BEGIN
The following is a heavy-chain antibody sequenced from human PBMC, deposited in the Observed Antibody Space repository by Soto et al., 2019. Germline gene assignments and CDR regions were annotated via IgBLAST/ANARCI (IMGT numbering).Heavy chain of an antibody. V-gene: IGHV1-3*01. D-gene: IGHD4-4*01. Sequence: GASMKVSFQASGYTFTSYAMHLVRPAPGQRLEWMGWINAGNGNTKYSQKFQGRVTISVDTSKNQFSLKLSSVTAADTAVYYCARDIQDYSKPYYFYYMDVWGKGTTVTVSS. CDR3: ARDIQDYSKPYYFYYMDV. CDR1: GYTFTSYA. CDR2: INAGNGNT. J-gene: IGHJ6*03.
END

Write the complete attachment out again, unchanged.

The following is a heavy-chain antibody sequenced from human PBMC, deposited in the Observed Antibody Space repository by Soto et al., 2019. Germline gene assignments and CDR regions were annotated via IgBLAST/ANARCI (IMGT numbering).Heavy chain of an antibody. V-gene: IGHV1-3*01. D-gene: IGHD4-4*01. Sequence: GASMKVSFQASGYTFTSYAMHLVRPAPGQRLEWMGWINAGNGNTKYSQKFQGRVTISVDTSKNQFSLKLSSVTAADTAVYYCARDIQDYSKPYYFYYMDVWGKGTTVTVSS. CDR3: ARDIQDYSKPYYFYYMDV. CDR1: GYTFTSYA. CDR2: INAGNGNT. J-gene: IGHJ6*03.